FLORHAM PARK, N.J. -- Dan Cooper knows Teddy Bridgewater's heart like few people do, because Cooper cut open the quarterback's leg on Sept. 8, 2016, when pro football's most stunning comeback began inside a Dallas clinic.
Amputation was no longer a feared possibility, and yet what the surgeon faced that day was something one might see on the set of a sci-fi film.
"It was just a horribly grotesque injury," Cooper said.
The good doctor was talking about the quarterback's left knee, which had exploded without warning nine days earlier while Bridgewater was dropping back to pass, untouched, in a Minnesota Vikings practice.
"It's mangled," Cooper said. "You make the skin incision, and there's nothing there. It's almost like a war wound. Everything is blown."
Bridgewater could get traded by the New York Jets to clear room for the No. 3 overall draft choice, Sam Darnold, to start on opening day; the Jets likely won't want to pay Bridgewater $5 million as a backup with Josh McCown already on the books for $10 million. In fact, Friday's preseason meeting with the Giants could be the last chance for New York-area fans to see the former Vikings Pro Bowler as one of their own.
Bridgewater might go without taking a single regular-season snap for the Jets, who have seemingly spent a half-century searching for a young star at the sport's most crucial position before ending up with two viable candidates for the role at the same time.
Sam and Teddy. Teddy and Sam. The Jets are apparently going with Darnold, which likely means a new address for Bridgewater sooner rather than later. Either way, New Yorkers should understand what they're looking at while they still have the chance. Bridgewater is a not-so-minor miracle, a walking advertisement for the power of the human spirit.
"This surgery was an absolute gut test, a test of what you're made of, and I've seen it break people down," Cooper said. "I never saw it break Teddy down. ... Most people have no idea the volume of the workload this kid had to put in. He had a toothpick of a leg he had to rebuild."
Bridgewater gave his doctor permission to talk to ESPN.com about the surgeries -- there were two -- that granted him access to a second NFL life. Cooper, the Cowboys' team physician, remembered the first surgery lasting about 4 hours, and the second one -- eight weeks later to treat stiffness around the knee -- lasting about an hour. Both were performed in the Carrell Clinic in Dallas.
Bridgewater had been referred to the surgeon by former Cowboys coach Bill Parcells, who had become something of a father confessor to the quarterback. Parcells told the doctor that Bridgewater was one of the greatest kids he'd ever met.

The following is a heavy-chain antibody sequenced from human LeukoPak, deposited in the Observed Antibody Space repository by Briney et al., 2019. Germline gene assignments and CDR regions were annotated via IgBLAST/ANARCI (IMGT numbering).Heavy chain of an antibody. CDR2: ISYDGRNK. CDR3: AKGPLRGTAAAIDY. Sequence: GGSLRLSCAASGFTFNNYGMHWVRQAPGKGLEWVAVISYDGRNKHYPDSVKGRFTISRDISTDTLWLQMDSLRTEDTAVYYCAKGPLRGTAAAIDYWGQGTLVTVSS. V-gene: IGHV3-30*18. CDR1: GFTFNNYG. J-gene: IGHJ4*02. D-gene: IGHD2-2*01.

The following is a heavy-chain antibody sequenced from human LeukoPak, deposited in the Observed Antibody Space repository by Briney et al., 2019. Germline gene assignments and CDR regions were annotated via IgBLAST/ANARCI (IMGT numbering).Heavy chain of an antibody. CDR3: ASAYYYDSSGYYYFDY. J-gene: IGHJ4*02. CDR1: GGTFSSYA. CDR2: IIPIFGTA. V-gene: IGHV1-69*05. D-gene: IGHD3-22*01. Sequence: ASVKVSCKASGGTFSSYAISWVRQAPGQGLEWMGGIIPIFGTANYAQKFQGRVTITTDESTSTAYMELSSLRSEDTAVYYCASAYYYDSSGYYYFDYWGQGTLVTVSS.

Truth is, Bridgewater was the Vikings' Darnold only a few years ago. He was the young and poised franchise quarterback-to-be, a prospect who had 15-year starter written all over him. And then suddenly on Aug. 30, 2016, during a simple noncontact drill 25 minutes into practice, Bridgewater went down in a heap. Teammates and coaches reacted the way teammates and coaches reacted to the gruesome leg injuries suffered by the likes of Joe Theismann, Kevin Ware, Paul Georgeand Gordon Hayward.
They screamed. They cursed. They recoiled. They prayed. An ambulance with sirens blaring raced into the complex to transport away a 23-year-old athlete who was afraid doctors might need to amputate. Vikings coach Mike Zimmer immediately canceled practice. He worried that Bridgewater would never walk again, never mind play again.
The coach grew emotional that day when talking about the devastating injury, even referencing the unexpected loss of his wife in 2009. Zimmer said he leaned on a spiritual connection with his late father and on the secular bond he shared with his professional mentor, Parcells.
The Vikings' training staff and first responders stabilized Bridgewater, who did not suffer the kind of arterial or nerve damage that could've cost him his leg.
"But it's certainly the worst knee dislocation in sports I've ever seen without having a nerve or vessel injury," Cooper said. "It's an injury that about 20-25 percent of NFL players are able to come back from. ... It's a horrific injury. You've torn every single thing in your knee and it's hanging on by one ligament on one side like a hinge."
Cooper performed a reconstruction of Bridgewater's anterior cruciate ligament. "And then everything on the lateral side of his knee was reconstructed, about five ligaments over there," the surgeon said. "We repaired them, then took one of his own hamstring tendons and transplanted it to the lateral side of his knee."
The experience was incredibly stressful for a doctor fully invested in his patients. And yet over and over, Cooper maintained that his repair work in such cases is effectively complete on Day 1, and that the athlete is left with overwhelming emotional and physical burdens that he or she has to manage every day for a year or more. In the immediate wake of his injury, Bridgewater said in a statement, "I come from amazing DNA, I watched my mom fight and win against breast cancer. We will, as a team, attack my rehab with the same vigor and energy."